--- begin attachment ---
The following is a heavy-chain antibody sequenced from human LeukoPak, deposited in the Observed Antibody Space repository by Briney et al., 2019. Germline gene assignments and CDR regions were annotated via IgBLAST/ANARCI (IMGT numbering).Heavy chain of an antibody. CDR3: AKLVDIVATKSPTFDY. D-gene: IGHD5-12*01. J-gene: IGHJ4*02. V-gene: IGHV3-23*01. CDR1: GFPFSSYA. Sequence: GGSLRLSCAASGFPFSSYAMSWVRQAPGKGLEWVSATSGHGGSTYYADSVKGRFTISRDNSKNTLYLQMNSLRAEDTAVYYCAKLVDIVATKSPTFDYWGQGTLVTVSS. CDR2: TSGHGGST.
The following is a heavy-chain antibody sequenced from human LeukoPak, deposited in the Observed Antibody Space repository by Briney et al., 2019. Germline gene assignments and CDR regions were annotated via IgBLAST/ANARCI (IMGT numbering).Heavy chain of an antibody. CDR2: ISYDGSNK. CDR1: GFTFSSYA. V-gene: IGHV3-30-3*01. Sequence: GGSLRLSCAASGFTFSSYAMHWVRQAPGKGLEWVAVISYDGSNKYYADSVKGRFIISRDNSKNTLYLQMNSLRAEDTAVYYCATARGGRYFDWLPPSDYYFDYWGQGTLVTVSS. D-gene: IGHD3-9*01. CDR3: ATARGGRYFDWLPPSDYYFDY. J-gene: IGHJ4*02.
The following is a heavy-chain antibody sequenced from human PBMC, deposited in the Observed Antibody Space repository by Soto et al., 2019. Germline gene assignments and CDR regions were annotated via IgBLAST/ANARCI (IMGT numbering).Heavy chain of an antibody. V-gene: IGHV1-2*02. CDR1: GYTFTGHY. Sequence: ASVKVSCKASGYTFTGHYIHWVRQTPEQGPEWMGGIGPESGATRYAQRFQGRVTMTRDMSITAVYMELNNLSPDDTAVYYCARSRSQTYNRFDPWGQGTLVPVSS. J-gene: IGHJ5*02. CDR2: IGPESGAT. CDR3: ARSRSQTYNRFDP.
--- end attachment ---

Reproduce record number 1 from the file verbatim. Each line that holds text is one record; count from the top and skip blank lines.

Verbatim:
The following is a heavy-chain antibody sequenced from human LeukoPak, deposited in the Observed Antibody Space repository by Briney et al., 2019. Germline gene assignments and CDR regions were annotated via IgBLAST/ANARCI (IMGT numbering).Heavy chain of an antibody. CDR3: AKLVDIVATKSPTFDY. D-gene: IGHD5-12*01. J-gene: IGHJ4*02. V-gene: IGHV3-23*01. CDR1: GFPFSSYA. Sequence: GGSLRLSCAASGFPFSSYAMSWVRQAPGKGLEWVSATSGHGGSTYYADSVKGRFTISRDNSKNTLYLQMNSLRAEDTAVYYCAKLVDIVATKSPTFDYWGQGTLVTVSS. CDR2: TSGHGGST.